After the measurement of FMD, the subject changed from a prone to a supine position, and baPWV as an index of systemic arterial stiffness was measured using a noninvasive vascular profiling system (Form PWV/ABI; Omron Healthcare, Japan) according to a standard procedure (Sugawara et al. 2014). Bilateral brachial and ankle arterial pressure waveforms were stored for 10 sec using extremity cuffs connected to an oscillometric pressure sensor wrapped around both arms and ankles. The baPWV was calculated from the distance between two arterial recording sites divided by the transit time. The distance travelled by the pulse waves was assessed by a random zero‐length measurement over the surface of the body using a nonelastic tape measure. Pulse wave transit time was determined from the time delay between the proximal and distal “foot” waveforms. The foot of the wave was identified as the commencement of the sharp systolic upstroke, which was detected automatically. In this study, the coefficient of variation for intra‐observer reproducibility of baPWV was <5%.
Vascular variables, SkBF, and Tsk
An electrocardiogram was obtained using a three‐lead electrocardiograph (FA‐DL‐150, 4assist, Japan), and heart rate (HR) was calculated from each R‐R interval. BP and CO were acquired using finger photoplethysmography from the middle finger of the right hand (Finometer, Finapres Medical Systems BV). Arterial systolic and diastolic BP (SBP and DBP, respectively) were determined from the BP waveform signal. SkBF and Tsk were measured on the immersed lower leg by the laser‐Doppler flowmetry system (MoorVMS‐LDF, Moor Instruments, UK). The laser‐Doppler probe (VP7a/T, Moor instruments, USA) including a laser Doppler and thermo‐sensor was attached at a distance of 1 mm from the skin surface, because the skin surface to be measured must be touched with CO2‐rich water for it to be influenced by CO2 (Nishimura et al. 2002). All signals were sampled at a frequency of 1 kHz through an analog‐to‐digital converter (Power Lab 16/s, ADInstruments, Australia) and stored in a computer (QOSMIO‐F40, Toshiba, Japan). The parameters were averaged over 3 min at rest and over the last minute of warm CO2‐rich or normal water bathing. Cutaneous vascular conductance (CVC) was calculated as the ratio of SkBF to brachial mean blood pressure. During the heating test, the data were averaged 1 min at rest and over the last 30 sec of immersion at each temperature.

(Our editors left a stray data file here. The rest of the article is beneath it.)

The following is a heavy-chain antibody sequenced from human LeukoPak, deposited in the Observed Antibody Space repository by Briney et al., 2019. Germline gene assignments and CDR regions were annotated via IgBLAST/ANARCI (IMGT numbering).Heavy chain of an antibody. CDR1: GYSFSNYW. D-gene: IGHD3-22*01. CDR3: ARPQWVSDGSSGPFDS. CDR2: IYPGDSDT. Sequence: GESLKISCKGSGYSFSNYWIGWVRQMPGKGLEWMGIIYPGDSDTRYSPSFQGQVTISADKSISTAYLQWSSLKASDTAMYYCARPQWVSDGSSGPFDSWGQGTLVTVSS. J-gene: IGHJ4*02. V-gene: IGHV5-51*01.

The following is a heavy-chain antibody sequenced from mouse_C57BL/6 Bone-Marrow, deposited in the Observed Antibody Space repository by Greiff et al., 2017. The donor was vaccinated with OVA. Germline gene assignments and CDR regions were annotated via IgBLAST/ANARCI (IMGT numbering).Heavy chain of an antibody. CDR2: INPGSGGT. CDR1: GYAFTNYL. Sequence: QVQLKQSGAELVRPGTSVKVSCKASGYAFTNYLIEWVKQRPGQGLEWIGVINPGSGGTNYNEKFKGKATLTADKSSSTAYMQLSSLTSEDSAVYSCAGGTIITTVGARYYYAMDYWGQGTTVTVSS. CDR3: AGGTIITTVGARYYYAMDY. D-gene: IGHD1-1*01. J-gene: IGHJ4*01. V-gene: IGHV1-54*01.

To determine the number of subjects needed for the study, we performed a power test using FMD data in CO2‐rich water immersion between pre‐ and postconditions in three subjects in the prestudy. In the power‐paired t‐test (δ = 2, σ = 2, α level = 0.05, power = 0.8) calculation, sample size should be n > 10 to obtain a significant difference. All values are presented as the mean ± SE. Two‐way analysis of variance (ANOVA) with repeated measures was performed. The condition (CO2‐rich or normal water) was one factor considered in the analysis, with time used as the second factor. To compare parameters between before and after bathing, a paired t‐test was used. Dunnett's test was used to evaluate differences between the baseline data and those of during bathing when a significant interaction or main effect was identified in ANOVA. Comparisons of parameters between the two conditions were achieved using a paired t‐test. The FMD, which was controlled changes in baseline diameter (Corrected FMD), was also calculated using an analysis of covariance (ANCOVA), as previously utilized (Atkinson and Batterham 2013). Differences between means were evaluated using a post hoc LSD test. The relationship between FMD and SkBF was assessed by Spearman's correlation coefficients. The SPSS (11.5; SPSS, Tokyo, Japan) statistical software package was used to perform the statistical analyses. Statistical significance was set at P < 0.05.